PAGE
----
They may not be ski resorts, luxury hotels, or professional sports stadiums, but two EB-5 visa projects are turning heads in New England ? at least at the local level.
In both Massachusetts and Vermont, local news sources are covering progress at two relatively new EB-5-funded efforts. One involves redeveloping a piece of troubled real estate while the other, according to the community's NBC affiliate, is already helping one company introduce new products and enjoy renewed growth.
New life for an old industrial site?
According to the Taunton Daily Gazette in Taunton, Massachusetts, at least 50 Chinese EB-5 investors are set to fund the redevelopment of Whittenton Mills, a long neglected industrial area.
The site consists of 42 acres that, in recent years, have been home to a number of flea market tenants. Other operations ? most notably a mixed martial arts school and leather shop ? have been caught renting space illegally, and the property is apparently becoming "a real thorn in the side" of the local fire department due to a high number of false alarms.
In January, multiple sprinkler pipes burst, destroying several flea market vendors' merchandise. To say the property is in poor condition would be a bit of an understatement.
Now the Shanghai-based investment firm Harmonia Capital is set to use $25 million in EB-5 visa financing to construct "market-rate apartments, an assisted living facility and make repairs and improvements to existing structures for light-industrial tenants." It was from Kao Li, the chief business advisor to at least one of Harmonia Captial's U.S. operations that the Taunton Daily Gazette learned the following details:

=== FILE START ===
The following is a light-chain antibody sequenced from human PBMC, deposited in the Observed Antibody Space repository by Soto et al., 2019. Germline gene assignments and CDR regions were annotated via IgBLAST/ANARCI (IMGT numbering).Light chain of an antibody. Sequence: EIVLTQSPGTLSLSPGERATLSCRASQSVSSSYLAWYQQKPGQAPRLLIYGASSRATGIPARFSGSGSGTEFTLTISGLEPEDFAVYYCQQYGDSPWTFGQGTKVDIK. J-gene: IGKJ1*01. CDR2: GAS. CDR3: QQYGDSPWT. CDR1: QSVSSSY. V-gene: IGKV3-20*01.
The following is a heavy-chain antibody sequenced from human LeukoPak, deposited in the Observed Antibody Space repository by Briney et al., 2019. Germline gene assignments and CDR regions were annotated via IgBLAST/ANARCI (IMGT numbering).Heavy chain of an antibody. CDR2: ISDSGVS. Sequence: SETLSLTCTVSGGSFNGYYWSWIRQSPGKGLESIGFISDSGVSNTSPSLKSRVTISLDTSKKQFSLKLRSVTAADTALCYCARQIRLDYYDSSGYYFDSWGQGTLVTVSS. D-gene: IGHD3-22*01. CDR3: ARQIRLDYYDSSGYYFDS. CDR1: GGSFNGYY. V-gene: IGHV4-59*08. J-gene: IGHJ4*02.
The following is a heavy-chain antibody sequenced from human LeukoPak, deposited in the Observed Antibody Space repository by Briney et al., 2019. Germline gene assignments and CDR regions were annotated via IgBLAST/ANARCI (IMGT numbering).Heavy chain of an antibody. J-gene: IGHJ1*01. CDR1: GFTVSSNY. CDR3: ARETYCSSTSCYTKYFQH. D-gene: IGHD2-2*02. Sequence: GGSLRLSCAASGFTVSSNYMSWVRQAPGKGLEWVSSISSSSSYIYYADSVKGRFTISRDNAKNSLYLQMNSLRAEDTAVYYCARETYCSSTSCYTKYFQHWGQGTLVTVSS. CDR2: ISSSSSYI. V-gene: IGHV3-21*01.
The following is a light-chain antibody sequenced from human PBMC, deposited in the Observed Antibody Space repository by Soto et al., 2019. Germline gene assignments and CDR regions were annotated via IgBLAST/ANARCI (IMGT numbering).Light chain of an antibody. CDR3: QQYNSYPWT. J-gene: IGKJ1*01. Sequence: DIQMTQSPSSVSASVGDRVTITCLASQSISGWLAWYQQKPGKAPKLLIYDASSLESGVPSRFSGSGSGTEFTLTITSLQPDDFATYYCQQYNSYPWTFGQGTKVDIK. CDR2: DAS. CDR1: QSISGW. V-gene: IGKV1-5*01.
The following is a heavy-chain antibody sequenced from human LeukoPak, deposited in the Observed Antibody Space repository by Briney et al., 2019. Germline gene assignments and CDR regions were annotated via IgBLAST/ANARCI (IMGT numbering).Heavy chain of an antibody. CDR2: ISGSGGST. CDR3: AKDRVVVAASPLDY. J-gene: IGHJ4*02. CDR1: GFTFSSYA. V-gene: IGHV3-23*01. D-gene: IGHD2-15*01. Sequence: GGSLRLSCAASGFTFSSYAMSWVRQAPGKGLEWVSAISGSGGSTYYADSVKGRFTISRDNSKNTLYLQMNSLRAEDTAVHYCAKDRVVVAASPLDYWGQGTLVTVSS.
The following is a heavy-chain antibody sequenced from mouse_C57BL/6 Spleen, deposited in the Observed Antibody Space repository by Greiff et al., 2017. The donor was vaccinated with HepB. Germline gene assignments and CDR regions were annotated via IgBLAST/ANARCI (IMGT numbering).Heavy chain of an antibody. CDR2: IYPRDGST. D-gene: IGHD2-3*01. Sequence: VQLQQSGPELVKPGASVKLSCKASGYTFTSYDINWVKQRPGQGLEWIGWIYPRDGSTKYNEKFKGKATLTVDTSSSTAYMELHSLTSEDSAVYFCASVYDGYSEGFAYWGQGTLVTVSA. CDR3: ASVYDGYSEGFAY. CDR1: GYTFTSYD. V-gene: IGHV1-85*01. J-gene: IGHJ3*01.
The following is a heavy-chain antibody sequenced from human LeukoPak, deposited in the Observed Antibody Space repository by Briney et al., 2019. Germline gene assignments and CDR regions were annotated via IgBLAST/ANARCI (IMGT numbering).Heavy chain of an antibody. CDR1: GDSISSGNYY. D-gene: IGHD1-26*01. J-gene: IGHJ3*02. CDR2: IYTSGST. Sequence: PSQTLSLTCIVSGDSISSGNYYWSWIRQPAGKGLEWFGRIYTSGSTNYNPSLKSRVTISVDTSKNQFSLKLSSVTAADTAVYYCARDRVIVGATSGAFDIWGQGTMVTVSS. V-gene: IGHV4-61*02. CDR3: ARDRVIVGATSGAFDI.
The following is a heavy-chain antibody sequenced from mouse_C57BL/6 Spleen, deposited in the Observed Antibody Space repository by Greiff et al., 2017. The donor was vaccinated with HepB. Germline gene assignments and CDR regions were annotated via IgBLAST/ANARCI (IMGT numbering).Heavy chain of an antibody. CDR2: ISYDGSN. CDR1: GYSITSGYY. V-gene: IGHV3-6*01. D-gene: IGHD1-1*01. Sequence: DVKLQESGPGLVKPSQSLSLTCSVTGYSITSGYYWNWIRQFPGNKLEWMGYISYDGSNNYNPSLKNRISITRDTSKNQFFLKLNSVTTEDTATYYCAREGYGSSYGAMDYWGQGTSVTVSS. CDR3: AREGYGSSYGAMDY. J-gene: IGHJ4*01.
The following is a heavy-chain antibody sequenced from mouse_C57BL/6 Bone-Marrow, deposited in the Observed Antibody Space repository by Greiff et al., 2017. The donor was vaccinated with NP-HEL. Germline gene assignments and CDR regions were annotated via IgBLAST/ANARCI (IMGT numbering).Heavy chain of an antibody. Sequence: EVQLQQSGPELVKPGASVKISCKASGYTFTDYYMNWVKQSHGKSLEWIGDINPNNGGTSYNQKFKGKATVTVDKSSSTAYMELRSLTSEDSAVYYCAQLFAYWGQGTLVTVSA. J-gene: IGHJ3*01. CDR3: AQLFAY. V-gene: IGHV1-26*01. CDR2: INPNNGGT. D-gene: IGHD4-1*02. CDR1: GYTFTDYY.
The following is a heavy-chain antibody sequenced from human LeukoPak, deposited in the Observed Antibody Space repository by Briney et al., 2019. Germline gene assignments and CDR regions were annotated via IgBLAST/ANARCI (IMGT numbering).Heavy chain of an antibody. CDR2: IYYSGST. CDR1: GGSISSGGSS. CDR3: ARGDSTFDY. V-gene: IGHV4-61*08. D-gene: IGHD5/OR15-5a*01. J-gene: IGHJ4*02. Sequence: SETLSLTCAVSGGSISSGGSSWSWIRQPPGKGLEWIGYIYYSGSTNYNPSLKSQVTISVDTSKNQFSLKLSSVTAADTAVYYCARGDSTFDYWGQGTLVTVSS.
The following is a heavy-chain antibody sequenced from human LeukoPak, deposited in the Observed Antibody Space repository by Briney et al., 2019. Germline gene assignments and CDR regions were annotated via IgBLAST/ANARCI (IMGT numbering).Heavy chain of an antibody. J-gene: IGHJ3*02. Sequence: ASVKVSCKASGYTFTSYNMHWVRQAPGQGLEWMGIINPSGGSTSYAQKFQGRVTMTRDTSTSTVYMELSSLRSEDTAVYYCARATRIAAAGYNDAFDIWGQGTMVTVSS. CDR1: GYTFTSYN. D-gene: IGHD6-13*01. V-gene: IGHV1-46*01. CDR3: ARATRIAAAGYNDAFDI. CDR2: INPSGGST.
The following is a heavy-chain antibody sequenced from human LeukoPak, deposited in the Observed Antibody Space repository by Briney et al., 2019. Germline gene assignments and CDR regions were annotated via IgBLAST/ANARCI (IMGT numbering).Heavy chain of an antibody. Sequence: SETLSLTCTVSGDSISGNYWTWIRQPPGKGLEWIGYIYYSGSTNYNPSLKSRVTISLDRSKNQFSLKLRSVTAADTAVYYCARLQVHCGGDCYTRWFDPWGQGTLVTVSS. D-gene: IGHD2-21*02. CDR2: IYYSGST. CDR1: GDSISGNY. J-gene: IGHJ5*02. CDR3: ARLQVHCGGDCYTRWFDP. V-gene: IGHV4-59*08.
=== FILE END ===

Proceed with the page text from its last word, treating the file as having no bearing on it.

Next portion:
Li says the 350,000-square-foot Whittenton Mills project will consist of a modern assisted-living facility, an apartment complex with 150 market-rate, two-bedroom units and so-called mixed-use office and light-industrial usage.
He also says the jobs-creation aspect of the project should easily exceed the EB-5 requirement for 50 new jobs. Li foresees the eventual creation of at least 1,000 'direct and indirect' permanent jobs stemming from associated new business growth.
If Li's predictions come true, it would be an ambitious turn-around. It seems that the current owner of Whittenton Mills, David Murphy, has become a source of enormous frustration for the Taunton City Council.
After paying $1.7 million for the property in 2005, a sour economy dashed Murphy's hopes for new housing and business development at the site, and his firm now owes the city back taxes and utility fees in excess of $200,000. If the EB-5 program arrived to save the day, it couldn't have come at a better time for Murphy.
If the project ultimately succeeds, that is.
Power tools and job preservation
Less than a day's drive to the northwest, the town of Winooski, Vermont is celebrating what that state's governor, Peter Shumlin, calls "bringing innovation to products that are going to lead in markets around the world."
According to local NBC affiliate WPTZ, local manufacturer Country Home Products is using EB-5 capital to retain its 200 employees. While the company hasn't actually used the new investment to add positions, CEO Joe Perrotto told the press that "the capital we've attracted" would not have been possible without EB-5 immigrant investor financing.
In January, Senator Patrick Leahy (D-VT) visited the Country Home facility to show his support for the business and advocate for the EB-5 program. As WPTZ explains it:
Sen. Leahy tried out a new high-speed log splitter the company developed with the money. He described it as incredibly smooth and efficient; just the kind of quality manufacturing customers should expect from American businesses, and especially Vermont businesses, Leahy said.
The company makes wood chippers, stump grinders, mowers, chainsaws, and a whole host of other products for the DR Power Equipment line.
In Vermont, the state reviews all proposed EB-5 projects before any promoters push a private placement offering. This makes it "unlike most other regional center programs," according to Governor Shumlin.